When used ineffectively, passwords can do more harm than good.

    The Weakest Link of Any Computer Security System Is the Password

    Every company IT department understands that employees in the workforce simply do not like passwords. Even so, a password is one of the key players in modern-day online security. They are used to protect an individual’s identity while safeguarding confidential information including financial records, emails and credit card numbers. However, are passwords really effective at maintaining a high level of security? 

    The Weak Link

    While we use it to protect some of our most confidential information, the weakest link of any security system appears to be the password. While many companies have strict protocols that demand the employee uses a unique password for every account they have online and off-line, the password alone is not a strong method of security. 

    Many small businesses simply do not have strict guidelines for creating unique passwords for every online account. Instead, employees are left to their own devices. Relying on human nature, they simply develop a single, easy to remember password that they use for every account they have. This puts the confidential information of the company in severe peril, with the risk of being compromised at very high levels. When left to their own devices, humans create terrible passwords. 

    Enforcing Password Management

    In order to combat human error, many large IT departments force their users to create a complex password. This process actually builds problems into the results. Most individuals that have to create a complex password seem to forget it almost as soon as they create it. Anytime a password is forgotten, a password reset is often incorporated into the process which can quickly impact productivity of the employee. 

    Another Alternative

    Relying on a username/password combination to provide the first line of defense actually offers little safeguarding at all. As an alternative, multi-factor or two-factor authentication provides a stronger level of protection. While normal single factor authentication relies on something the user knows (a password), two-factor authentication is based on something they know, as well as something that they have.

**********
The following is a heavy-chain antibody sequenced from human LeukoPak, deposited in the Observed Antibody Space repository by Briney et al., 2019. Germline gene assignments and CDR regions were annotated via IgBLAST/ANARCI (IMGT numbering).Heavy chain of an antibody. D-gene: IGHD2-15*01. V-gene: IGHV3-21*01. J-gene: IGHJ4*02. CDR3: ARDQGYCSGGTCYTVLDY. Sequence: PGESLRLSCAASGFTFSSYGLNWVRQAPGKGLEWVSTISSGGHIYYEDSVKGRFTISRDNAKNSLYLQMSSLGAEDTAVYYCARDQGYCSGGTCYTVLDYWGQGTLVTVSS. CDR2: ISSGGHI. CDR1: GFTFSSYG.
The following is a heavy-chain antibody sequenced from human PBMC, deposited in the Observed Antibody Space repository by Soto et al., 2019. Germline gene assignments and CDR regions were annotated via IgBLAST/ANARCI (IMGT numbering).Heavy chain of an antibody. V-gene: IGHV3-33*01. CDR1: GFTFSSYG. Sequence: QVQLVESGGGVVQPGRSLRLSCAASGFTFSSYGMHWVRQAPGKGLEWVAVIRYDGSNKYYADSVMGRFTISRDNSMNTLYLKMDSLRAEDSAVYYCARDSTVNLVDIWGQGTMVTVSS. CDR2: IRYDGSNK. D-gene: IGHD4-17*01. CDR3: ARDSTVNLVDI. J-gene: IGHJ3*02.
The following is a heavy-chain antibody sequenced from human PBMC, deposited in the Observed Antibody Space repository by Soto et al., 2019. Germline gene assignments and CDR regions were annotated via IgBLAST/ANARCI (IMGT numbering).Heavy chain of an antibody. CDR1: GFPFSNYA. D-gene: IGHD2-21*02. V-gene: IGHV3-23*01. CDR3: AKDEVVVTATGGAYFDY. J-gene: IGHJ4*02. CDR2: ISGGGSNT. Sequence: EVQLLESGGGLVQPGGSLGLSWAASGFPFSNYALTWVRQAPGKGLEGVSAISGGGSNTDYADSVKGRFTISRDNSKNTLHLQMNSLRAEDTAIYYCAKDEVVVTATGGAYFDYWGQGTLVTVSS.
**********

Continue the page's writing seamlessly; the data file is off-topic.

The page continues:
There is a substantial amount of reduced risk that is created with the second level of authentication. It minimizes the potential of devastating results from brute force attacks where a hacker has the ability to easily crack or guess a password. Two-factor authentication provides less complexity while maximizing the security against any potential risk to the individual or company.

    Significant Benefits

    There are significant benefits to incorporating two-factor authentication into your company’s security procedures. This includes:

    • Improved Security –Two-factor authentication allows you to enhance your security by requiring your users to verify their identity in more ways than a password.
    • Reduced Information Theft – Two factor authentication gives you the comfort of knowing who is logging in and when. This knowledge is extremely valuable in the case of suspicious activity, and can allow you to sleep with ease knowing that you have complete eyes on your system.
    • Enhanced Productivity – When employees can perform their job from remote locations, they can improve their productivity. Two-factor authentication allows your users to remotely connect to your systems, while still maintaining a high level of security.
    • Compliance – In an industry that requires you to protect confidential information such as health records, two-factor authentication is key to meeting compliacy regulations.

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